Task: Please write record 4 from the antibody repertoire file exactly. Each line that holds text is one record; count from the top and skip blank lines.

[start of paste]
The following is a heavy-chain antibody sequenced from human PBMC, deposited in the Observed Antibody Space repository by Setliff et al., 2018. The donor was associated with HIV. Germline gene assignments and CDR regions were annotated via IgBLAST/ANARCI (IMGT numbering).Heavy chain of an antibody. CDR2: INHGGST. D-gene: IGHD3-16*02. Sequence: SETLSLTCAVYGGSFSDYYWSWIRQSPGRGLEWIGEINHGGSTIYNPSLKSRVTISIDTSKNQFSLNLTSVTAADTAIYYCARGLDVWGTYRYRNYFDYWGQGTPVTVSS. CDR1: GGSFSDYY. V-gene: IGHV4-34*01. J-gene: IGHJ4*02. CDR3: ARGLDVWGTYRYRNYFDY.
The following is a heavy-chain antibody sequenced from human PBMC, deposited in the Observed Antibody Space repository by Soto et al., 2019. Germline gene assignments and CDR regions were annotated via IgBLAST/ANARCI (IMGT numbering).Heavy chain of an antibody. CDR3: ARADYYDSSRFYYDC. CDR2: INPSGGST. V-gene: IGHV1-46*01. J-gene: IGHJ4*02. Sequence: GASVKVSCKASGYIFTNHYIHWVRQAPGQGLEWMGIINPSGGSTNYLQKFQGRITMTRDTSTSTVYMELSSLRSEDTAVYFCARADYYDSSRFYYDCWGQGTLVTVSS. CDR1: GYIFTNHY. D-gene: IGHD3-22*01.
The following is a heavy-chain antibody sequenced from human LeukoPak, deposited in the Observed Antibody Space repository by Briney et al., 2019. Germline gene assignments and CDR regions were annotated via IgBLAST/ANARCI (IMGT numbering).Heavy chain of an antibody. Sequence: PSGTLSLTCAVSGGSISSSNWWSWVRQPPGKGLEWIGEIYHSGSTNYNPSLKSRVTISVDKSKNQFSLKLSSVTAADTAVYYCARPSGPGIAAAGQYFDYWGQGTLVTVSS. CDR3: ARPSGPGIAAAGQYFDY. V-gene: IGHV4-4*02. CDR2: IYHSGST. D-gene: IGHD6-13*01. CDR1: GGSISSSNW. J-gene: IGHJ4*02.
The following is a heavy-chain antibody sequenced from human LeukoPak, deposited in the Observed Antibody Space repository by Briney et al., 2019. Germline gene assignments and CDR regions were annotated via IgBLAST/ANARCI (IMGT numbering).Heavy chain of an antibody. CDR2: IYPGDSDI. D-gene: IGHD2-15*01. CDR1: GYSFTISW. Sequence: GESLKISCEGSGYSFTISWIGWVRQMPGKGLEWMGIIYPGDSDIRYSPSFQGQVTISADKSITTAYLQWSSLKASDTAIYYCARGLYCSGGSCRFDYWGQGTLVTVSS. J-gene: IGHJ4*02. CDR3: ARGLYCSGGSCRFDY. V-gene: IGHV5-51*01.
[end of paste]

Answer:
The following is a heavy-chain antibody sequenced from human LeukoPak, deposited in the Observed Antibody Space repository by Briney et al., 2019. Germline gene assignments and CDR regions were annotated via IgBLAST/ANARCI (IMGT numbering).Heavy chain of an antibody. CDR2: IYPGDSDI. D-gene: IGHD2-15*01. CDR1: GYSFTISW. Sequence: GESLKISCEGSGYSFTISWIGWVRQMPGKGLEWMGIIYPGDSDIRYSPSFQGQVTISADKSITTAYLQWSSLKASDTAIYYCARGLYCSGGSCRFDYWGQGTLVTVSS. J-gene: IGHJ4*02. CDR3: ARGLYCSGGSCRFDY. V-gene: IGHV5-51*01.